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Among the stories offered to give a little chill to listeners are:
Japanese favorites from the collections of Lafcadio Hearn:
The Story of Mimi Nashi Hoichi
More than a thousand years ago now, a great battle took place between the Genji and the Heiki clans of Japan. The Heiki perished and the spirits of them haunt that place near Akamagaseki in strange ways. Efforts made to soothe the restless ones included a temple and services; however, this did not prevent harrowing encounters as is aptly chronicled in this tale of a young and blind biwa-player/storyteller.
The Cold, Cold Lady
A vampiric love story, this is a tale of betrayal... and of a mother's love.
The a Mirror and a Bell
Long ago, about 1100 years, the priests of Mugenyama called upon their charges to create a bell for the temple. They collected bronze mirrors to form the stuff of the bell. In their efforts, the priests obtain the mirror of a young woman who cannot bear to part with it, and her angst and ire at the loss causes interesting results.
Mujina are here now. They traveled from Japan to Hawaii to the States. The last recorded encounter in this collection took place more than a hundred years ago. The Mujina are called the faceless ones. One dark night, in a lonely place where no one dare travel, a merchant saw....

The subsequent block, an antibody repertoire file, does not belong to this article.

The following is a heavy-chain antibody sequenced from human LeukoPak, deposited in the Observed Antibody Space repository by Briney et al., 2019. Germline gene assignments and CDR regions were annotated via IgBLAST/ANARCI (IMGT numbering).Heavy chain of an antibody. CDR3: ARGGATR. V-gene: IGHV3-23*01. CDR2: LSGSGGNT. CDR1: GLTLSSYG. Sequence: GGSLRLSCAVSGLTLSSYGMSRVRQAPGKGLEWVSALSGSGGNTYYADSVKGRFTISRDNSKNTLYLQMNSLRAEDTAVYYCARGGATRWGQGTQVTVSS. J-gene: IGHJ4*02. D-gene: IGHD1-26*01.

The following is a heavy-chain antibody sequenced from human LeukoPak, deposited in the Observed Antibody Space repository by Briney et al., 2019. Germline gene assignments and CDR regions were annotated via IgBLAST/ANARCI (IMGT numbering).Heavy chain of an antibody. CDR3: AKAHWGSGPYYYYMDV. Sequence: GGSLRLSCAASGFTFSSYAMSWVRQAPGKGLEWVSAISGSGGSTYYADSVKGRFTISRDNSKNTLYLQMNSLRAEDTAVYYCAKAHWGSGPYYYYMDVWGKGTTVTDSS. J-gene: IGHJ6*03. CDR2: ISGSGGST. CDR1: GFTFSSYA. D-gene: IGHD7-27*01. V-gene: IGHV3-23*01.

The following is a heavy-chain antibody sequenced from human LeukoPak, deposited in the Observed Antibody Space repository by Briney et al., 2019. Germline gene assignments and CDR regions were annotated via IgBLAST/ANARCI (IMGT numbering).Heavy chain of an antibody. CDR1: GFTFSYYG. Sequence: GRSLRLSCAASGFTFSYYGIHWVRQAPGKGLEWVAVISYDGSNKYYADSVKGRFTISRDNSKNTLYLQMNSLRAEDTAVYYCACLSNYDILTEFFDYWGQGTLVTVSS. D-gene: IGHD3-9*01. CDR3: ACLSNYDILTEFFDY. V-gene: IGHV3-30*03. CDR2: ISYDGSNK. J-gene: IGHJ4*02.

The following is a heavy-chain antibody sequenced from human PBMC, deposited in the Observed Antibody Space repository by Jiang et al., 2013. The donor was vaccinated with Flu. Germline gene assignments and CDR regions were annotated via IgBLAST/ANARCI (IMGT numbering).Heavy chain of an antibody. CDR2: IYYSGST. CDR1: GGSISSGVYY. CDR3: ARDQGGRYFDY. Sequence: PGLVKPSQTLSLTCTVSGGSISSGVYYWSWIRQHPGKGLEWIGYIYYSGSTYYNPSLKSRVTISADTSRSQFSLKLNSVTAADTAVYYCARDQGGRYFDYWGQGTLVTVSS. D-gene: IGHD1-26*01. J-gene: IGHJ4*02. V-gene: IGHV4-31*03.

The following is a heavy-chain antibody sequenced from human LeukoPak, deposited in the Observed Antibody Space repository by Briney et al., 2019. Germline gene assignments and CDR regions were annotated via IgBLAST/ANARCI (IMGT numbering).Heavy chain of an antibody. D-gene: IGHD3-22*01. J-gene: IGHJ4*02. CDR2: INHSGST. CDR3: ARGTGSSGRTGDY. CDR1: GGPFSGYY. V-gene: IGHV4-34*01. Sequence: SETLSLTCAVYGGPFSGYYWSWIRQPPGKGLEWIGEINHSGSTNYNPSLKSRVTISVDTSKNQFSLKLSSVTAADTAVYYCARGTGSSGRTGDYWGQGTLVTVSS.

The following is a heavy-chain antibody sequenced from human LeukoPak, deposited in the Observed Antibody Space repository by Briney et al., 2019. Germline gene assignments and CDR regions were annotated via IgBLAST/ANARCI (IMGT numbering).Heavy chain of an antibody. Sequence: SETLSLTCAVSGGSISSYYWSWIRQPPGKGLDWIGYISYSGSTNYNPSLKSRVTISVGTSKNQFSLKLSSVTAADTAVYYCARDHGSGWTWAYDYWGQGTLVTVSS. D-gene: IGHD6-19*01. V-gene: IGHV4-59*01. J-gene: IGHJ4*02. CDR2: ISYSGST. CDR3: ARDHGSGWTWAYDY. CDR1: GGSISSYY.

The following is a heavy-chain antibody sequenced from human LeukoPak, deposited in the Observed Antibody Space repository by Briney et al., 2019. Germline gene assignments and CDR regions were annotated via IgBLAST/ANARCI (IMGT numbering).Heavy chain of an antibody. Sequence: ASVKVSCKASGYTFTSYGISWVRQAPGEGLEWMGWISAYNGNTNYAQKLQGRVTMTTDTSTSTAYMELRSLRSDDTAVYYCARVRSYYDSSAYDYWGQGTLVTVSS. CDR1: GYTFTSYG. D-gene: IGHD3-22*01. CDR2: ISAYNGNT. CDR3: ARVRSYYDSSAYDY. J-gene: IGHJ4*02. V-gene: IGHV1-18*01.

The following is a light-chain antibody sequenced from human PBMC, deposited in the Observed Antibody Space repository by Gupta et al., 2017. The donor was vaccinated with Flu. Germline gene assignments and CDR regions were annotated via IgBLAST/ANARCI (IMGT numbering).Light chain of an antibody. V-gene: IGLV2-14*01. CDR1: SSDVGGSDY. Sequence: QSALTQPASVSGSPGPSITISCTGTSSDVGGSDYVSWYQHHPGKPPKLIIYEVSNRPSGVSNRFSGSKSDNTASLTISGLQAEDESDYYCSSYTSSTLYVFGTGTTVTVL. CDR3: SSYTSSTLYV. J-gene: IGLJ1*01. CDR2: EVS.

The Bloody Vampire
Part recollection of the teller and part punny prank, this short story recounts the troubles suffered by vampires long ago in Europe as people grappled with plagues and war; thus, creating a sort of food shortage.
A Creative Rendition of "Give Me Back My Bone"
Alluding to the history of the New Jersey State Hospital's psychiatric practices and cures at the turn of the last century, this tale offers a little something for everyone when truth is stranger than fiction.
The Dentist and His Wives
This historical account details the antics of a renowned dentist in Old London Town, his brash marketing practices, friends and cohorts, adherence to the letter of the law to ensure his own gains, and an odd arrangement with his wives.
Programs are assembled according to audience.